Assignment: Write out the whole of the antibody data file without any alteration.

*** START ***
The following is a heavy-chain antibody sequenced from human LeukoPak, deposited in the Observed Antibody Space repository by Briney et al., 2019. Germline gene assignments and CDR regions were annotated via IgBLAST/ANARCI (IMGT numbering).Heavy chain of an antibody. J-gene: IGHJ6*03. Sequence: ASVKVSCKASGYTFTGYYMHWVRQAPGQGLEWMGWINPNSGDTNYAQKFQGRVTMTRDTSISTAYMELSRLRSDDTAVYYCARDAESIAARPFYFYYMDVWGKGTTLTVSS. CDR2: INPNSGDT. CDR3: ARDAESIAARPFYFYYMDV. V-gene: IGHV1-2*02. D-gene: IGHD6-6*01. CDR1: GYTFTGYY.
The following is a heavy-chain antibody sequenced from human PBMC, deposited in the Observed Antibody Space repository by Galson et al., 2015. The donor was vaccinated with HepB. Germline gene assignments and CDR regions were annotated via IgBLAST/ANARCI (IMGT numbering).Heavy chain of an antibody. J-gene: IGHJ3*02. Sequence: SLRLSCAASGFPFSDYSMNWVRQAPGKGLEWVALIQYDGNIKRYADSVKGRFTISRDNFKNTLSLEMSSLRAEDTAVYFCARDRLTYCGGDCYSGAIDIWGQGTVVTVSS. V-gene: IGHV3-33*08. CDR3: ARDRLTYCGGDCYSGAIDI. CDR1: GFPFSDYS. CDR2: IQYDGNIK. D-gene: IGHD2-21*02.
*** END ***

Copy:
The following is a heavy-chain antibody sequenced from human LeukoPak, deposited in the Observed Antibody Space repository by Briney et al., 2019. Germline gene assignments and CDR regions were annotated via IgBLAST/ANARCI (IMGT numbering).Heavy chain of an antibody. J-gene: IGHJ6*03. Sequence: ASVKVSCKASGYTFTGYYMHWVRQAPGQGLEWMGWINPNSGDTNYAQKFQGRVTMTRDTSISTAYMELSRLRSDDTAVYYCARDAESIAARPFYFYYMDVWGKGTTLTVSS. CDR2: INPNSGDT. CDR3: ARDAESIAARPFYFYYMDV. V-gene: IGHV1-2*02. D-gene: IGHD6-6*01. CDR1: GYTFTGYY.
The following is a heavy-chain antibody sequenced from human PBMC, deposited in the Observed Antibody Space repository by Galson et al., 2015. The donor was vaccinated with HepB. Germline gene assignments and CDR regions were annotated via IgBLAST/ANARCI (IMGT numbering).Heavy chain of an antibody. J-gene: IGHJ3*02. Sequence: SLRLSCAASGFPFSDYSMNWVRQAPGKGLEWVALIQYDGNIKRYADSVKGRFTISRDNFKNTLSLEMSSLRAEDTAVYFCARDRLTYCGGDCYSGAIDIWGQGTVVTVSS. V-gene: IGHV3-33*08. CDR3: ARDRLTYCGGDCYSGAIDI. CDR1: GFPFSDYS. CDR2: IQYDGNIK. D-gene: IGHD2-21*02.